How will the Democrats' resurgence affect Congress?
By Robert B. Doherty
The stunning gains made by Democrats during the 2006 mid-term elections have altered the course of national policy—including health care policy—for at least the remainder of President Bush's term, and potentially, for many years to follow.
At press time, the Democrats regained control of the House of Representatives and had captured the majority of seats in the U.S. Senate. That means an entirely new team of liberal-leaning Democrats chairing congressional committees that have jurisdiction over Medicare.
Nancy Pelosi (D-CA), will become Speaker of the House. Liberal stalwart Charlie Rangel (D-NY) will replace Rep. Bill Thomas as chair of the Ways and Means Committee. Rep. Pete Stark (D-CA) will replace Nancy Johnson (R-CT), who lost her own re-election battle, as chair of the Ways and Means Committee's health subcommittee. Rep. John Dingell (D-MI), the longest tenured member of the House of Representatives, will replace Rep. Joe Barton (R-TX) as chair of the Energy and Commerce Committee.
Fortunately, the College is well positioned to work constructively with the new Democratic leadership and maintain good relationships with returning Republicans and the White House. Our policy proposals are generally viewed by both Democrats and Republicans as less self-serving and more patient-centered than those held by many other advocacy groups.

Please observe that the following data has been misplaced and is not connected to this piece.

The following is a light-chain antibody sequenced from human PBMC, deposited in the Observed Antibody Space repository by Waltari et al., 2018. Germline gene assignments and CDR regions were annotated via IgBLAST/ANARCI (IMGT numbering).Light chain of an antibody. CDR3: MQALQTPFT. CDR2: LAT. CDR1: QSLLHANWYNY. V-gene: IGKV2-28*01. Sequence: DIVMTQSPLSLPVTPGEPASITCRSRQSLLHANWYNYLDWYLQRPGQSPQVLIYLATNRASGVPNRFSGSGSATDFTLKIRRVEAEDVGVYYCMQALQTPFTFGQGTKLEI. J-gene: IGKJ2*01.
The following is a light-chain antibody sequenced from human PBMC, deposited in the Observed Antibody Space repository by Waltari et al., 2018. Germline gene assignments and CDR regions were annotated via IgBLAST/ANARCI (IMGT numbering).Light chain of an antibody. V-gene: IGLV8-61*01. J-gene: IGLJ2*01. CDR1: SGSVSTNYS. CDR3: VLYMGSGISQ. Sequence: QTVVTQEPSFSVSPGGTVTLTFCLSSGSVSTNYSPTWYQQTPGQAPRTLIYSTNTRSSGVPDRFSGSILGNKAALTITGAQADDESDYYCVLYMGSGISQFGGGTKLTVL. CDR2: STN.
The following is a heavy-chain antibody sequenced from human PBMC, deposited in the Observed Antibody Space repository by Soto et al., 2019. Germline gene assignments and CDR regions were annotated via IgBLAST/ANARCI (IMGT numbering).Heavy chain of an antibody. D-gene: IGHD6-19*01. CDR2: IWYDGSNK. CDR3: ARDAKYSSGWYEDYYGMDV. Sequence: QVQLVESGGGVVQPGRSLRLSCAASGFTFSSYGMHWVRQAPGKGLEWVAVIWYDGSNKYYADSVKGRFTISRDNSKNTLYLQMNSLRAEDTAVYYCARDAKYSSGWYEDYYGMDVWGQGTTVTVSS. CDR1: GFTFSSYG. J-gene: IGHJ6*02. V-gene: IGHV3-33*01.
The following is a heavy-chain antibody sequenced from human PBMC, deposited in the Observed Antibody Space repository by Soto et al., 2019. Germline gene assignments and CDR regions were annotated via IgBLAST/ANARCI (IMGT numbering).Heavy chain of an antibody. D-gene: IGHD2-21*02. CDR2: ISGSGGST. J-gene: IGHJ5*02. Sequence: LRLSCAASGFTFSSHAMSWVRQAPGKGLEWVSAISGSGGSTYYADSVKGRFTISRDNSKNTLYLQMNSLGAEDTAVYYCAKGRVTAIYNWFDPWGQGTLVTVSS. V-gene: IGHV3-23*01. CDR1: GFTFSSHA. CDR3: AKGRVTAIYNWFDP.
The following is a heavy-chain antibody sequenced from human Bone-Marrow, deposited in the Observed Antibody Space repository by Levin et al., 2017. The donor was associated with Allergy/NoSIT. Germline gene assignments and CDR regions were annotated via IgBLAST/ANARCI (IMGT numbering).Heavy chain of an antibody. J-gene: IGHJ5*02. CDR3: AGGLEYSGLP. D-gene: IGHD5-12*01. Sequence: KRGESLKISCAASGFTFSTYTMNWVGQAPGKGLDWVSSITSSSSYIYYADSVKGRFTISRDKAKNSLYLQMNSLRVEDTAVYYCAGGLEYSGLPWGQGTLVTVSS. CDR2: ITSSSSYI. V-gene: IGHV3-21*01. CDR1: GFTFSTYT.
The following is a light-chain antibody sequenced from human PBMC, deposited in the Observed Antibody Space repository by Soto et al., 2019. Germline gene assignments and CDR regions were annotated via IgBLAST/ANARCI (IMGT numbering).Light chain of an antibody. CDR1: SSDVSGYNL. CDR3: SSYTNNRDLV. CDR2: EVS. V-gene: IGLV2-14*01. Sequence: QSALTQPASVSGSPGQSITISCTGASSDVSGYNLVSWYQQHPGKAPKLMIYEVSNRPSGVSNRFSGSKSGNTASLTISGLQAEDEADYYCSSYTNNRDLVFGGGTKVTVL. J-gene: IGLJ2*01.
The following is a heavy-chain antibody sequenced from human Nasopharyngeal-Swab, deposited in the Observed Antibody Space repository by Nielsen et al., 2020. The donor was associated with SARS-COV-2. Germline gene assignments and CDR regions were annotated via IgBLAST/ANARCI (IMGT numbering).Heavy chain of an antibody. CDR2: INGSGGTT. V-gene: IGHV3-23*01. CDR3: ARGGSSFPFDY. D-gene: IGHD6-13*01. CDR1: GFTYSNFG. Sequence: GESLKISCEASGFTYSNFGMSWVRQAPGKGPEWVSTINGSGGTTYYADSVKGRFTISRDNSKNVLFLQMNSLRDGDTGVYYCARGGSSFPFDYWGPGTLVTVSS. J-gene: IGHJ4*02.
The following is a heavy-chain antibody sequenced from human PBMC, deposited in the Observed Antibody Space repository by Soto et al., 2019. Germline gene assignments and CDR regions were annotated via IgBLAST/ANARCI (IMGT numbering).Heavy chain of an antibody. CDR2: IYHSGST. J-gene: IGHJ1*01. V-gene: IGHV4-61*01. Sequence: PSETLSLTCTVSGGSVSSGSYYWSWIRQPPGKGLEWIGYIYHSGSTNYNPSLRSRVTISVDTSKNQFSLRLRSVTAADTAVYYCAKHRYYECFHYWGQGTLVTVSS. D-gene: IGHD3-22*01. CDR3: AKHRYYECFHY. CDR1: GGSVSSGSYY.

Changes in Medicare
The new House Democratic leadership is likely to seek major changes in the Medicare Part D prescription drug benefit. They have promised to give the federal government the ability to negotiate drug prices directly with manufacturers rather than relying on private sector "pharmacy benefit managers" to do the job. They are likely to vote to allow "re-importation" of drugs from Canada. Many would like to eliminate penalties for late-enrollees and to reduce the "doughnut" hole in drug coverage.
Most of these changes have been fiercely opposed by the Bush administration and drug manufacturers. However, the College supports drug re-importation with appropriate patient safeguards, supports allowing the federal government to negotiate drug prices, and favors easing the late-enrollment penalties.
One of the most important issues for internists is getting legislation enacted to eliminate automatic Medicare payment cuts due to the sustainable growth rate (SGR). Here, there is little difference between Democrats and Republicans, since most have gone on record as wanting to eliminate the SGR.
One of the most important issues for internists is getting legislation enacted to eliminate automatic Medicare payment cuts due to the sustainable growth rate (SGR). Here, there is little difference between Democrats and Republicans, since most have gone on record as wanting to eliminate the SGR. The Democrats are more likely to push for offsetting the cost by reducing payments to Medicare Advantage plans (the HMO side of Medicare), however, while Republicans likely would resist such offsets.
One of the most important issues for internists is getting legislation enacted to eliminate automatic Medicare payment cuts due to the sustainable growth rate.
Democrats will also want to hold beneficiaries "harmless" from any increased out-of-pocket costs associated with eliminating the SGR. Doing so will increase how much the federal government must pay to eliminate the SGR, since under current law, beneficiaries would pay 25% of this cost through higher premiums. Democrats may also seek to have alternative "volume" controls enacted as a condition of repealing the SGR.